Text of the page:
Do you think Jesus was an extrovert or an introvert? Here, in Matthew 14:13-21, is Jesus after a really tough time; his family disowned him and then his cousin is killed by the powers that be.

When I was small, I was sad, because I was convinced that Jesus was an introvert, because he wanted time alone, and I as a super-extrovert almost never wanted to be alone. My eldest, my mirror, says to me often “Just don’t stop talking to me, I can’t take that as a punishment, mom.”

Jesus goes to be alone, and I wonder. Is this the bread that feeds Jesus? (Isaiah 55:1-5)

Does he need to be alone? or does he need to help people, and do ministry to be fed?

Extroverts & Introverts might answer differently.

My parents (who are pastors), said they like to think of Jesus being beyond those categories, able to take nourishment from both, empathizing and understanding both types of personalities. I like to think of Jesus that way, beyond categorization. Because, first spoiler, Jesus meets everyone where they are. He is really good at feeding each individual’s hunger, which is so miraculous because what I hunger can be very different than what my neighbor or friend needs.

However, it does get back to the question in Isaiah 55:1-5, which is what is our spiritual Food? If you are like my congregation you have communion on the first week of the month (or maybe you’re part of a church that gets to celebrate more often). How does communion enter into this idea of nourishment?  Do we come to church to find spiritual nourishment? Where do you find nourishment? I once wrote an entire sermon about God at Starbucks, because sometimes that is the space I need to find spiritual nourishment.

Then there’s Jacob in Genesis 32:22-31. I find it fascinating that Jacob is always wrestling; he started by wrestling his brother, and now he’s wrestling God. How does that happen? To me the passage reads, Jacob is sending all his household to safely and suddenly he finds himself wrestling God. What prompted that? Why is it, when Jacob is finally ready to face his brother, he ends up wrestling God? And how does he even know that this person is God? Does God have special aspects to Godself that show? Spoiler: Jacob claims to see God again in his brother’s face when they are reconciled, which is amazing, because Jacob has ACTUALLY seen the face of God.

Photo Credit Vitaliy Deynega, found at Bored Panda

Part of what I think might be happening is that Jacob is trying to figure out how to do this reconciliation/forgiveness thing, because it has NOT YET happened in the Biblical text, which is so amazing because we take it for granted that this is a Biblical theme, but it only sort of happens in this story (forgiveness, but then they move apart, not entirely trusting gate reconciliation) and really happens at the end of Genesis with Joseph and his family (ultimate spoiler about the end of Genesis)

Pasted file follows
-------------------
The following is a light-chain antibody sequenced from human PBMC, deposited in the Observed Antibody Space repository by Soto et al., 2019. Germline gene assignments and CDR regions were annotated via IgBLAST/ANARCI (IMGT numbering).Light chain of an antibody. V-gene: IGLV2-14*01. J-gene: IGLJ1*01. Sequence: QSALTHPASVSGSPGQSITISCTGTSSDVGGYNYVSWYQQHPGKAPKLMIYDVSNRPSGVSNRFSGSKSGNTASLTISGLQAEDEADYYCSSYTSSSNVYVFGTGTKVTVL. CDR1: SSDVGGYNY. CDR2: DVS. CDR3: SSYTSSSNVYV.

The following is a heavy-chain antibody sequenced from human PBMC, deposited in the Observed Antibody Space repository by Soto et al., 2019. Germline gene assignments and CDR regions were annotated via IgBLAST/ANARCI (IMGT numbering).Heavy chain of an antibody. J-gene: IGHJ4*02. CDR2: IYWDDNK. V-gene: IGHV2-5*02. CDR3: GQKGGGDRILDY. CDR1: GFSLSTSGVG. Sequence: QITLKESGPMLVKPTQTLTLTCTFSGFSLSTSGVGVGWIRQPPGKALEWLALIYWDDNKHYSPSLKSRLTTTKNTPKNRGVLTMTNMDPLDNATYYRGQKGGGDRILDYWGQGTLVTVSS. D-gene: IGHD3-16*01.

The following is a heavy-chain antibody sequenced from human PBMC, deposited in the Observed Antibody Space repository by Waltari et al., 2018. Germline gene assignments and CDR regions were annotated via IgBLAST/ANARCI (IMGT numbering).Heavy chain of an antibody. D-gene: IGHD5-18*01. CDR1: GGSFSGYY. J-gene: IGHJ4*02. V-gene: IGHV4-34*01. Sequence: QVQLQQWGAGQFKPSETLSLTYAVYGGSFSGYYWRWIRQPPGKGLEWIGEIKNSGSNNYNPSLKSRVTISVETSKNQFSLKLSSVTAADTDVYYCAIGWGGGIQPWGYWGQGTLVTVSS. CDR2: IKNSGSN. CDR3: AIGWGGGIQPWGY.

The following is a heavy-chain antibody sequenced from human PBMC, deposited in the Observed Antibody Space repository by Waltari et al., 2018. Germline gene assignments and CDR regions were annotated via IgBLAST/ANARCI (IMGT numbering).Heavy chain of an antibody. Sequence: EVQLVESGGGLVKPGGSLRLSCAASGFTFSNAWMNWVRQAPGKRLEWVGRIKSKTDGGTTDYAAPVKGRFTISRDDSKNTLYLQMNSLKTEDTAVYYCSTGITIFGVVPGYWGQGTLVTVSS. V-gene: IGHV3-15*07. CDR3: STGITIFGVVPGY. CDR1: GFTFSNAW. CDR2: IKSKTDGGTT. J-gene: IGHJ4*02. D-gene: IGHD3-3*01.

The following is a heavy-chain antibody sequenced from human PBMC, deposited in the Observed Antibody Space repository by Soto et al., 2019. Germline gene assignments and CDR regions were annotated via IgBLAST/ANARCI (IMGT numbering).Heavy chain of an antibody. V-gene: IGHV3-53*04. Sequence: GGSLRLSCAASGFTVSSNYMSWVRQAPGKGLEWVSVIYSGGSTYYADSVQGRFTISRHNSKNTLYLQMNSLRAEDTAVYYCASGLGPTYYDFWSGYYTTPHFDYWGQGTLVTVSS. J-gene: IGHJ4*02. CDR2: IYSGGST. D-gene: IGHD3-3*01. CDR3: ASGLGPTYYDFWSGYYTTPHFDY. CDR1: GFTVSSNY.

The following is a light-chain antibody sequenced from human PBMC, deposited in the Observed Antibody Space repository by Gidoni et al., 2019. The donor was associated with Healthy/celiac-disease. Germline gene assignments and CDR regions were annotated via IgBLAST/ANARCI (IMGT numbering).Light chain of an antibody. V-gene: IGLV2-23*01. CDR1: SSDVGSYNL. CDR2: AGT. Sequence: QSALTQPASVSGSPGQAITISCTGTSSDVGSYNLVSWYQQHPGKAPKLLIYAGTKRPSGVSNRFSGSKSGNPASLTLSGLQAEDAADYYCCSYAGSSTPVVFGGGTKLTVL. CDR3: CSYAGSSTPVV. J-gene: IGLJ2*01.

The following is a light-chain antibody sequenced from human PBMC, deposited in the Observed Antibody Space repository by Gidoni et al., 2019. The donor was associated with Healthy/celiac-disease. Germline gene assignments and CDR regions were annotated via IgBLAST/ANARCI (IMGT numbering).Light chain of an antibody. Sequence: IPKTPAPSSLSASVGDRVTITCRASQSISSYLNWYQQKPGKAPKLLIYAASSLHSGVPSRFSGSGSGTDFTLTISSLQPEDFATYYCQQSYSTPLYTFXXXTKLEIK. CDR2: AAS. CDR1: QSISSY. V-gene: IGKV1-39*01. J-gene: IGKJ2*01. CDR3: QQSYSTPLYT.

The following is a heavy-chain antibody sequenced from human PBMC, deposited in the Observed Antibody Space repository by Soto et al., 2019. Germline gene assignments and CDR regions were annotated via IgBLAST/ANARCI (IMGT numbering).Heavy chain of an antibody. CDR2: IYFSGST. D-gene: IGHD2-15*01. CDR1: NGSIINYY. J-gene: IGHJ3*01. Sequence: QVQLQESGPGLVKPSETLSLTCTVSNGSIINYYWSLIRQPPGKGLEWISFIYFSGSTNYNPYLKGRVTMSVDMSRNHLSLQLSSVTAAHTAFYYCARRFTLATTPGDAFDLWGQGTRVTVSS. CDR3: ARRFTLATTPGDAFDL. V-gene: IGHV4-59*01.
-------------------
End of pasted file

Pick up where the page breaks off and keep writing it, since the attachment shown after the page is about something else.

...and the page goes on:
So we have on the one hand the story of Jacob and Esau struggling and wrestling to get what they need (or think they need) for nourishment. Then, the New Testament story is about Jesus being able to feed all the people, with almost nothing, more than fulfilling their need for nourishment.

Spoiler: I guess the stories aren’t all that different after all.

What do you think? Please share your thoughts in the comments.

Katy Stenta is a solo pastor at a tiny church that is bigger on the inside in Albany, NY for over six years. When she is not dreaming up projects and ideas, some of which creep into the church, she plays with her three boys-boys or goes and visits her husband at the library, while he works, to read.

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7 thoughts on “Revised Common Lectionary: Spoiler Edition

  1. August 6 is the Feast of the Transfiguration in The Episcopal Church (and others), so I’ll be preaching from Luke 9.
    That’s all I know on this Tuesday morning….

    Liked by 1 person

  2. We are celebrating Peace Sunday using the readings (Colossians & Matthew) from the Various Occasions section of the Book of Common Prayer. Adding a short reading by Thomas Merton, adapting his prayer for peace for the Prayers of the People, using a Peace Credo from the Renfew Catholic School Board, and a lovely post-communion prayer. Don’t yet know what I’m preaching but am steeping myself in “Living with Apocalypse” edited by Tilden Edwards and “is There No Other Way?” by Michael Nagler.


  3. Dear Rev. Katy, I am a Cumberland Presbyterian sister-preacher, and many of our churches are bigger on the inside than on the outside, so I can relate so well! I am an introvert myself, and can also totally relate to Jesus needing his quiet time, though being God, He was able to be an extrovert at the same time. I surely can’t do that! Thank you for your Inspired Words-I know that God is pleased with God’s servant! Blessings, Rev. Lee Hollingshed

    Liked by 1 person

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